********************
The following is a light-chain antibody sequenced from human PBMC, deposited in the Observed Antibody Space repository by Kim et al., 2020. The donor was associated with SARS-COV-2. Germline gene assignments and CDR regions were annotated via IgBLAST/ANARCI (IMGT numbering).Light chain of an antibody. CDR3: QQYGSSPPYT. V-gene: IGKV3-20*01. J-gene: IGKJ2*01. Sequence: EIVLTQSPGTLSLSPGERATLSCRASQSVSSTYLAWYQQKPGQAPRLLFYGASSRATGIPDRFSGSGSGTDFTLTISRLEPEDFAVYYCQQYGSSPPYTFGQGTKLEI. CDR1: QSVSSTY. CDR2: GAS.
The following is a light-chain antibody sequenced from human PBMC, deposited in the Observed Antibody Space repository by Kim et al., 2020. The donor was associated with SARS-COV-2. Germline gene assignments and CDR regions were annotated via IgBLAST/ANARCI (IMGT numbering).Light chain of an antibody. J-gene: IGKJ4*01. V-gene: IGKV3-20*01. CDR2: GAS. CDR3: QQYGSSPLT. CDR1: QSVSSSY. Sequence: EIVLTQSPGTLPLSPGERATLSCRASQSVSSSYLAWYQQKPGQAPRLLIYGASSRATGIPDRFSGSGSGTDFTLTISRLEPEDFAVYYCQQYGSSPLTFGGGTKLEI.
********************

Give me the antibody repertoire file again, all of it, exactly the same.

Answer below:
The following is a light-chain antibody sequenced from human PBMC, deposited in the Observed Antibody Space repository by Kim et al., 2020. The donor was associated with SARS-COV-2. Germline gene assignments and CDR regions were annotated via IgBLAST/ANARCI (IMGT numbering).Light chain of an antibody. CDR3: QQYGSSPPYT. V-gene: IGKV3-20*01. J-gene: IGKJ2*01. Sequence: EIVLTQSPGTLSLSPGERATLSCRASQSVSSTYLAWYQQKPGQAPRLLFYGASSRATGIPDRFSGSGSGTDFTLTISRLEPEDFAVYYCQQYGSSPPYTFGQGTKLEI. CDR1: QSVSSTY. CDR2: GAS.
The following is a light-chain antibody sequenced from human PBMC, deposited in the Observed Antibody Space repository by Kim et al., 2020. The donor was associated with SARS-COV-2. Germline gene assignments and CDR regions were annotated via IgBLAST/ANARCI (IMGT numbering).Light chain of an antibody. J-gene: IGKJ4*01. V-gene: IGKV3-20*01. CDR2: GAS. CDR3: QQYGSSPLT. CDR1: QSVSSSY. Sequence: EIVLTQSPGTLPLSPGERATLSCRASQSVSSSYLAWYQQKPGQAPRLLIYGASSRATGIPDRFSGSGSGTDFTLTISRLEPEDFAVYYCQQYGSSPLTFGGGTKLEI.